Regulatory bodies have seen an increase in the number of fraudulent qualifications over the past five years. This was revealed earlier this week when Higher Education Minister Naledi Pandor responded to a question raised in parliament by ANC’s Juli Kilian who asked about the role of the South African Qualifications Authority (SAQA) in safeguarding the integrity of the national qualifications framework.
SAQA reported that the number of fraudulent qualifications grew to 106 in 2014/15 and decreased to 92 in 2015/16, again in 2016/17 to 24. The increase was massive in 2017/18 seeing 982 fraudulent cases and 385 since April 2018.
According to minister Pandor the increase is due to the fact that there was no agreement in place between Umalusi and SAQA in 2015 and 2016, this led to a high number of school-leaving qualifications not being confirmed as misrepresented qualifications in 2017.
“The relatively high number in 2017/18 is due to those qualifications being confirmed as misrepresented qualifications to SAQA in August 2017, while the Quality Council for Trade and Occupations began submitting their misrepresented qualifications to SAQA in August 2017,” said Pandor.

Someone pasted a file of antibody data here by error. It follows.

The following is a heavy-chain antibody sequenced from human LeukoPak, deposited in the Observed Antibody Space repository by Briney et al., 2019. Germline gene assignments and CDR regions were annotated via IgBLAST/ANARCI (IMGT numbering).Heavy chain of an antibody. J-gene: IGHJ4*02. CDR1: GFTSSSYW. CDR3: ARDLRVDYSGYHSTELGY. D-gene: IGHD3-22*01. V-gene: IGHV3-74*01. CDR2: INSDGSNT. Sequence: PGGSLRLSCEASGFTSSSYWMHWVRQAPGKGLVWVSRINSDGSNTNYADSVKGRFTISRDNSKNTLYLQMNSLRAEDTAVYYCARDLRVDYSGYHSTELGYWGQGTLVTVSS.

Minister Pandor revealed that the number of fraudulent foreign qualifications and SAQA certificates of evaluation was 2263 over the past five years. There were 444 misrepresented foreign qualifications in 2017/18 and 89 qualifications, this led to a SAQA representative personally visiting a university in Ghana, where these qualifications are suspected to originate from.
SAQA has responded by piloting the SAQA certificates of evaluation, and has rolled out the project as a permanent feature.
“It is important to note that the Department of Home Affairs can identify forged certificates of evaluation because the foreigners are unable to bypass all the security features on the certificates,” concluded Pandor.
[Source IOL News]